EcoSense Lighting has acquired Journée Lighting, while MaxLite has filed a patent infringement suit against ATG Electronics, and Boston University has won an IP action against several Taiwan players in the LED and SSL sectors.
In our latest LED business round-up, LED-lighting specialist EcoSense Lighting has announced the acquisition of California-based Journée Lighting — a company known for its work in down and track lighting products. Meanwhile, we have a new solid-state lighting (SSL) legal battle starting with MaxLite having announced legal action against ATG Electronics and three former MaxLite employees; and another intellectual property (IP) battle concluded with Boston University winning an LED-centric legal action against Epistar Corporation, Everlight Electronics Co., Ltd., and Lite-On Technology Corporation.
EcoSense and Journée
The EcoSense acquisition of Journée is certainly a good fit from the perspective that the respective product lines have little overlap, and EcoSense can establish an immediate presence in down and track lighting. “Journée’s specifier-grade product portfolio is a great complement to our brand,” said Mark Reynoso, CEO of EcoSense. “Further, their significant IP portfolio will enable us to expand our product offering in interesting ways.”
Journée certainly has a legacy of innovation across the luminaire system. For example, the company developed what became the Infusion modular LED light engine that Current, Powered by GE (formerly GE Lighting) uses in some luminaires and offers to other lighting manufacturers. GE acquired that technology from Journée back in 2009. GE introduced luminaires using the modules, with the addition of Zhaga compatibility, beginning in 2013.
It’s unclear whether Journée still owns any IP rights relative to the internals of a modular light engine, but the company has continued to use the Infusion modules. Moreover, the company patented a modular snap-in driver design back in 2013, targeting field replaceability in the driver to match the modular light engine.
Moving to IP battles related to LED business, MaxLite didn’t specify in its announcement the specifics of alleged infringement against ATG. But MaxLite said ATG had used MaxLite proprietary information obtained from the former MaxLite employees to “to enhance ATG’s products, divert business to ATG, and solicit MaxLite’s customers and suppliers for the benefit of ATG.”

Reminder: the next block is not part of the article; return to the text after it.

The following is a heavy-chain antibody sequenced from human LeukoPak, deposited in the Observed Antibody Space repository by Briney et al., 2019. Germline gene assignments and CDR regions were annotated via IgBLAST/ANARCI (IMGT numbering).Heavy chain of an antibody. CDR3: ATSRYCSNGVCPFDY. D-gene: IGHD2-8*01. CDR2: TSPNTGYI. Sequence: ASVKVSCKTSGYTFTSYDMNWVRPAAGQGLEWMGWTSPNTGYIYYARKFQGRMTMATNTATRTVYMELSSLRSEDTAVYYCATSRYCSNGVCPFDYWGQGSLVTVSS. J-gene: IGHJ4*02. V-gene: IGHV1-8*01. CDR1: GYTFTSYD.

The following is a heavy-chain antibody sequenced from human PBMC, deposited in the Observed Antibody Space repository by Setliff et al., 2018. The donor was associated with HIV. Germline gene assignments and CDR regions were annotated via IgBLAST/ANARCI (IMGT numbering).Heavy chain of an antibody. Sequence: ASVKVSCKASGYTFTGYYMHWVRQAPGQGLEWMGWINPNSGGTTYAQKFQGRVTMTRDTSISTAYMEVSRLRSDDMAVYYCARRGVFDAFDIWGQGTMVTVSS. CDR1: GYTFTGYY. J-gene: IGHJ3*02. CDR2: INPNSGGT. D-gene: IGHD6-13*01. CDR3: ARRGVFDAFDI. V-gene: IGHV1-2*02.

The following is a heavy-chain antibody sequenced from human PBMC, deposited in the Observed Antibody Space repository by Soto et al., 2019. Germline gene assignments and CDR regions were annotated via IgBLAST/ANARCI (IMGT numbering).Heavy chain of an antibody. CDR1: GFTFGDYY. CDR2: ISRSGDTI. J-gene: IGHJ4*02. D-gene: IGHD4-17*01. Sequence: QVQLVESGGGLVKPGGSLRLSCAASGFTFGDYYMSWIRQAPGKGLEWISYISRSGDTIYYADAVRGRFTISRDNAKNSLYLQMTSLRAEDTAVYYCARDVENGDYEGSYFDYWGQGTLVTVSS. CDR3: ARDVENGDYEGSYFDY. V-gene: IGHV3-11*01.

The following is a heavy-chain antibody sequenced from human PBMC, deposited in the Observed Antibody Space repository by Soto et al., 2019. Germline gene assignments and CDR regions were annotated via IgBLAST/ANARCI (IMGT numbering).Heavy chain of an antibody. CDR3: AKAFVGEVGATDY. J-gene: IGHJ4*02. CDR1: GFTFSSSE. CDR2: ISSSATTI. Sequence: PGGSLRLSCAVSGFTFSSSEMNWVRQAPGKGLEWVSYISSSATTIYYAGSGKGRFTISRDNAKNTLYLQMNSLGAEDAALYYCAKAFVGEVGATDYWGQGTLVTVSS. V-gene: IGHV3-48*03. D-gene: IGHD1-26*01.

“Whether it involves ATG, or any other company or individual, we will not tolerate violations of our Proprietary Information Agreements, IP rights, or trade secrets,” said MaxLite general counsel Zvi Raskin. “We will continue to take a strong stance against violators and will take all steps necessary to protect MaxLite’s confidential and proprietary information and know-how, painstakingly developed over more than two decades, and to ensure that such information and know-how is not compromised.”
Earlier this year, MaxLite found itself defending a claim by Lunera Lighting that MaxLite and others had infringed the Helen lamp meant to replace compact fluorescent lamps with no need to remove the ballast. We have not heard news of any resolution in that case.
In other LED legal updates, Boston University has won a major award in the action against Epistar, Everlight Electronics, and Lite-On Technology. The university had originally filed suit against a far longer list of players in the packaged LED and SSL sectors. But most of those companies entered cross-licensing agreements with Boston University involving patents covering LED technology developed by Theodore Moustakas, College of Engineering Distinguished Professor of Photonics and Optoelectronics Emeritus.
Presumably, the three companies on the losing end of the action, all from Taiwan, had refused to enter a licensing agreement. Now a jury has awarded Boston University nearly $13.7 million in damages. Moreover, the university said that because the infringement was found by the jury to be willful, the award could yet be doubled or tripled.